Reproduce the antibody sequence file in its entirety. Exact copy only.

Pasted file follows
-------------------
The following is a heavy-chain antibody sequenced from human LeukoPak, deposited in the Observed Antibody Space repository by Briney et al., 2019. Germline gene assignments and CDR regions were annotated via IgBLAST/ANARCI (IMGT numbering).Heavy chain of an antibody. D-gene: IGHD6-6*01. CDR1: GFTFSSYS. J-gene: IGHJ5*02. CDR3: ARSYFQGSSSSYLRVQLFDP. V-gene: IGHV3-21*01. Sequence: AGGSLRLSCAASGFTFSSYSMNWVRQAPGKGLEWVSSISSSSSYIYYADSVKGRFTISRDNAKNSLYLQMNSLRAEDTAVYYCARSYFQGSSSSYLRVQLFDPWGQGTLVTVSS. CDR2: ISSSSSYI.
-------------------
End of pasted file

The following is a heavy-chain antibody sequenced from human LeukoPak, deposited in the Observed Antibody Space repository by Briney et al., 2019. Germline gene assignments and CDR regions were annotated via IgBLAST/ANARCI (IMGT numbering).Heavy chain of an antibody. D-gene: IGHD6-6*01. CDR1: GFTFSSYS. J-gene: IGHJ5*02. CDR3: ARSYFQGSSSSYLRVQLFDP. V-gene: IGHV3-21*01. Sequence: AGGSLRLSCAASGFTFSSYSMNWVRQAPGKGLEWVSSISSSSSYIYYADSVKGRFTISRDNAKNSLYLQMNSLRAEDTAVYYCARSYFQGSSSSYLRVQLFDPWGQGTLVTVSS. CDR2: ISSSSSYI.